The Folding Screen Dream

Flexible Displays Seem Inevitable But “Why Buy?” Question Remains

On 25 July, Samsung Display announced that its flexible OLED panel has been certified by UL, a US-based, government-approved company that tests electronic products for safety and performance.

Samsung’s press release gives few details, but it does whet the appetite about the potential for new device designs. The media quickly jumped on the story. The availability of a flexible display from a major component supplier is being described as a major enabler for folding smartphones, which has been a vision of the handset and PC industries for years and is approaching fruition.

In October 2017, ZTE released a dual-screen hinged smartphone, the Axon M, a phone that was remarkably similar to the NEC Medias W N-05E that launched in February 2013. But the screens of these phones don’t actually fold or even bend. The Axon M features two separate 5.2-inch displays that sit side by side when the phone is open. It resembles a tablet with a line of interference running down the middle (see Seeing Double).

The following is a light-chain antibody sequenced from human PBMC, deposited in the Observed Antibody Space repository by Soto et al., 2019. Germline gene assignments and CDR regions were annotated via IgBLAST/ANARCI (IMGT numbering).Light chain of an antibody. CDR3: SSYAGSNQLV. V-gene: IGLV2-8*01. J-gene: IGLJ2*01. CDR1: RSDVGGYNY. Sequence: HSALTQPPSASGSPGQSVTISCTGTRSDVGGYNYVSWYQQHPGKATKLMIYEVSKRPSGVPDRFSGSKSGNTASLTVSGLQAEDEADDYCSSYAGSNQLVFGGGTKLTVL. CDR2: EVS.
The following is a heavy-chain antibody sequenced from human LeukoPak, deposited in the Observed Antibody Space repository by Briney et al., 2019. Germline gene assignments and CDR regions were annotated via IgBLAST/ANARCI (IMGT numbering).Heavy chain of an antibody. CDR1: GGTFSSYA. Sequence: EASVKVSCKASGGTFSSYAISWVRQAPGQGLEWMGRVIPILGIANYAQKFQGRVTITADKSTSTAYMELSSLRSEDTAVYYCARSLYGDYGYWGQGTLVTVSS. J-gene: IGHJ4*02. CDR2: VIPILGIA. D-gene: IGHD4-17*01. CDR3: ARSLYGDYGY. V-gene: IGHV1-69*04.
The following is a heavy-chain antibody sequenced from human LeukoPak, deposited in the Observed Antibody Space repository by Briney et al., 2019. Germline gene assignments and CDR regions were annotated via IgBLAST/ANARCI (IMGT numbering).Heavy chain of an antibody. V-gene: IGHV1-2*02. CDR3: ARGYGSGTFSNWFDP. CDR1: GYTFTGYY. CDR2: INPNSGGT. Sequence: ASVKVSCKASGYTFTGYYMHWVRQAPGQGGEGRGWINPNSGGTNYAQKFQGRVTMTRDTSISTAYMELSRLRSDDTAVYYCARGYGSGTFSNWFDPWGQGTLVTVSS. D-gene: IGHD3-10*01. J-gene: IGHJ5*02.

Although the Axon M became part of AT&T’s official smartphone portfolio, giving it some premium exposure in the US market, we believe it hasn’t sold particularly well. Nonetheless, user reviews are respectable and praise the innovation of the product. In the age of lookalike devices, ZTE dared to try something new.

Given the slowdown of smartphone sales caused by several factors such as incremental innovation and the removal of subsidies in the US, device makers, eager for something revolutionary, are intent on rolling out something fresh to entice consumers.

We think it’s safe to say that more folding designs and other new device form factors are inevitable during the coming years. We’re keen to see distinctive devices, but fear that even great new products can die on the vine if they lack a reason to buy. This new look will be innovative, but also expensive, testing the boundaries of consumers’ willingness to pay.

The technical enablers might be falling into place, but device manufacturers need to ensure their products offer convincing reasons for customers to purchase, working with developers to provide new apps that take advantage of the expanded display real estate. It’s encouraging to think that an industry that’s fallen into an evolutionary path might soon get a revolutionary development, but we’re more excited about the possible new uses this design could bring.